Here are the most common questions we’ve been asked
On-call firefighters respond to emergency calls from home or work when their pager goes off, rather than being based full-time at a fire station.
Yes, provided you are over 18 years old when your employment starts, meet the entry criteria and conditions of living/working in the right area. There is no upper age limit.
No, but you will need to pass the assessment day. If you can evidence prior learning through a level two qualification in Maths and English you would not be required to sit the Working with Numbers and Understanding Information tests.
There are no minimum or maximum height restrictions.
On-call firefighters get paid for the time they tell us they are available to work, regardless of whether they are called out, as well as an additional hourly rate for attending incidents and training. The amount you get will depend on your availability, but on average on-call firefighters earn anywhere between £4000 to £8000 a year, sometimes more.
There is no set distance but we usually ask that you can get to a fire station within five minutes, while observing speed limits. You could also run, walk or cycle if this is easier.
Due to the response times required you need to live or work within five minutes of one of our on-call stations.
That depends on the needs of the station and what hours you can provide. It will also depend upon whether you are able to respond from work or home. We do ask for a minimum of 90 hours a week, but remember, that only means you’re available to respond over that time, not that you’re working for 90 hours. Options include evening, daytime and/or weekend cover and we’re flexible so it’s always worth asking what your options are. Shift workers also find that the role can suite their irregular shift patterns.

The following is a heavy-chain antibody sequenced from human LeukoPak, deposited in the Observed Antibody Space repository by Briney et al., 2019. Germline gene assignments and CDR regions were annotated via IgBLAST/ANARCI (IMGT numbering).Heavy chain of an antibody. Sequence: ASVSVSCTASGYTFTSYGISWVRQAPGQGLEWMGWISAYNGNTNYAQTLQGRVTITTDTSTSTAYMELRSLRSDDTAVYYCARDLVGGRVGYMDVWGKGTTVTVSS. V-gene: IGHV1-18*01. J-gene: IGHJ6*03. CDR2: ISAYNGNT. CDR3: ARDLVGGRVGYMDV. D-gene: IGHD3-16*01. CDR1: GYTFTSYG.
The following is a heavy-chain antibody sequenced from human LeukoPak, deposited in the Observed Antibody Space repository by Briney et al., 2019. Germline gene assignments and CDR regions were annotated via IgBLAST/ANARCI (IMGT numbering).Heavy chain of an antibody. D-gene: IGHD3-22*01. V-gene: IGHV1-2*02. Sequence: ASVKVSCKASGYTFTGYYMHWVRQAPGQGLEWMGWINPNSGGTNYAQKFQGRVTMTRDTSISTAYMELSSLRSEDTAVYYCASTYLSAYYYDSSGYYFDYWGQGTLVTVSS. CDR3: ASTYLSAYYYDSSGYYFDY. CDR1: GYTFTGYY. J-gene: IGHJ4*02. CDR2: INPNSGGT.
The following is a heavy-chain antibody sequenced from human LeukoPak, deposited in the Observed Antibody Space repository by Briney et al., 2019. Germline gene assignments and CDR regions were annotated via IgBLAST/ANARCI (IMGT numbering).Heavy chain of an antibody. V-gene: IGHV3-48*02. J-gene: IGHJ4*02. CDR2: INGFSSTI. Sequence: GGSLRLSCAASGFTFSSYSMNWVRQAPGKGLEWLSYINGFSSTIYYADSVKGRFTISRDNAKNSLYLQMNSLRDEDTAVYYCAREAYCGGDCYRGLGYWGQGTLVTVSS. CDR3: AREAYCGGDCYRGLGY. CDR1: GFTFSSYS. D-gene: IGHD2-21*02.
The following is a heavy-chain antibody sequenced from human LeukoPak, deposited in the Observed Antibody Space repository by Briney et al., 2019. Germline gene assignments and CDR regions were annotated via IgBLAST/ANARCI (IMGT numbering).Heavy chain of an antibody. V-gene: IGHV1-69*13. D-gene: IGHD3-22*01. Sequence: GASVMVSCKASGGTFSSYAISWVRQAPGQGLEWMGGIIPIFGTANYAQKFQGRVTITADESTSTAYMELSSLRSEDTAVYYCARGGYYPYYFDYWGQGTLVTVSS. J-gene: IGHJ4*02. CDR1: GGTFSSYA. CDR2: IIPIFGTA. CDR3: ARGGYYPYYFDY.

This depends upon your station area and your hours of availability, but on average two to three times per week for an hour or so at a time. In hot summers you may be busier with grass fires, and alternatively during prolonged wet periods you may attend more flooding incidents. No two calls are the same.
After you complete your initial basic training you’ll be given a pager which will sound when you’re needed to attend an emergency call. You will then be required to get to your station immediately, but safely, within the specified time.
Yes, but you must make sure that you carry your pager and that you can still get to the station within the specified time. If you need to go further afield you may be able to book unavailable for a short period if there is sufficient cover at the station. For longer periods you’ll be able to take annual leave.
Yes you can, as long as you stay within the agreed response time of the station and do not drink alcohol.
If you are caring for dependants when you are on-call, you must ensure that you have alternative arrangements in place in case you need to attend an emergency.
Simply create an online account and fill out your details and we’ll be in touch.